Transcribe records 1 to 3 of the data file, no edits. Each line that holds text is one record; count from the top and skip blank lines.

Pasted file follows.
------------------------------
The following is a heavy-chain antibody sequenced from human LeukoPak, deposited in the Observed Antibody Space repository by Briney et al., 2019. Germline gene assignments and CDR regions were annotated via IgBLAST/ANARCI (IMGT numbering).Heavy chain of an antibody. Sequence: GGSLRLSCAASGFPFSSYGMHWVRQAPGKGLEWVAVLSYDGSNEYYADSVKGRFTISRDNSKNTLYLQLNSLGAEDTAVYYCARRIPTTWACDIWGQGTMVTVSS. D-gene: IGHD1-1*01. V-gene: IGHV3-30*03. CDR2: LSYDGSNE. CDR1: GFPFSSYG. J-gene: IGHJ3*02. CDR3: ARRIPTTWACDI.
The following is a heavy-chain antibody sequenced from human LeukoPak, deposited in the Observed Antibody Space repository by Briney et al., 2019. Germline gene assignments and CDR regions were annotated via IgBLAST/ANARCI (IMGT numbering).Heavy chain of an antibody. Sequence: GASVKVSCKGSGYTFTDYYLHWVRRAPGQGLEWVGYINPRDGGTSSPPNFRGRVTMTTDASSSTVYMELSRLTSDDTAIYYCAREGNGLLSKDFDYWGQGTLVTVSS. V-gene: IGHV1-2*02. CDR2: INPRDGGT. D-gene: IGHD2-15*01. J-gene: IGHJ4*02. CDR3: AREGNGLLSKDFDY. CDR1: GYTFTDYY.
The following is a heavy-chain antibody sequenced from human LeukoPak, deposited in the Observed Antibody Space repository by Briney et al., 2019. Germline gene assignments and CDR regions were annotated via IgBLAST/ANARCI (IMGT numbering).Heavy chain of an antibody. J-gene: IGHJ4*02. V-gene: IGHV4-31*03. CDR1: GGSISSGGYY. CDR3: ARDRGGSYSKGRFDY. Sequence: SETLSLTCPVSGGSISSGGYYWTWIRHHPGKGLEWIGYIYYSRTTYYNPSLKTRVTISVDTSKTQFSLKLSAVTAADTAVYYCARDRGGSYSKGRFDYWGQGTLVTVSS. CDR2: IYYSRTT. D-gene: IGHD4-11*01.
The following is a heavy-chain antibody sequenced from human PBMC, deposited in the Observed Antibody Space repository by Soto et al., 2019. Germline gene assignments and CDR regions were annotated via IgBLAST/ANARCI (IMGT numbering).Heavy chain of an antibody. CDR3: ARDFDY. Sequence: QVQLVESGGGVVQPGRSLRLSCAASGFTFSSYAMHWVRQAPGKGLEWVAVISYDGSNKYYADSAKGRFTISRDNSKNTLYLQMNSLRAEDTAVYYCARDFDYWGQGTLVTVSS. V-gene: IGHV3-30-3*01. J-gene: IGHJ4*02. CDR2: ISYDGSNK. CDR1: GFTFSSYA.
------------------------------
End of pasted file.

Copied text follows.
The following is a heavy-chain antibody sequenced from human LeukoPak, deposited in the Observed Antibody Space repository by Briney et al., 2019. Germline gene assignments and CDR regions were annotated via IgBLAST/ANARCI (IMGT numbering).Heavy chain of an antibody. Sequence: GGSLRLSCAASGFPFSSYGMHWVRQAPGKGLEWVAVLSYDGSNEYYADSVKGRFTISRDNSKNTLYLQLNSLGAEDTAVYYCARRIPTTWACDIWGQGTMVTVSS. D-gene: IGHD1-1*01. V-gene: IGHV3-30*03. CDR2: LSYDGSNE. CDR1: GFPFSSYG. J-gene: IGHJ3*02. CDR3: ARRIPTTWACDI.
The following is a heavy-chain antibody sequenced from human LeukoPak, deposited in the Observed Antibody Space repository by Briney et al., 2019. Germline gene assignments and CDR regions were annotated via IgBLAST/ANARCI (IMGT numbering).Heavy chain of an antibody. Sequence: GASVKVSCKGSGYTFTDYYLHWVRRAPGQGLEWVGYINPRDGGTSSPPNFRGRVTMTTDASSSTVYMELSRLTSDDTAIYYCAREGNGLLSKDFDYWGQGTLVTVSS. V-gene: IGHV1-2*02. CDR2: INPRDGGT. D-gene: IGHD2-15*01. J-gene: IGHJ4*02. CDR3: AREGNGLLSKDFDY. CDR1: GYTFTDYY.
The following is a heavy-chain antibody sequenced from human LeukoPak, deposited in the Observed Antibody Space repository by Briney et al., 2019. Germline gene assignments and CDR regions were annotated via IgBLAST/ANARCI (IMGT numbering).Heavy chain of an antibody. J-gene: IGHJ4*02. V-gene: IGHV4-31*03. CDR1: GGSISSGGYY. CDR3: ARDRGGSYSKGRFDY. Sequence: SETLSLTCPVSGGSISSGGYYWTWIRHHPGKGLEWIGYIYYSRTTYYNPSLKTRVTISVDTSKTQFSLKLSAVTAADTAVYYCARDRGGSYSKGRFDYWGQGTLVTVSS. CDR2: IYYSRTT. D-gene: IGHD4-11*01.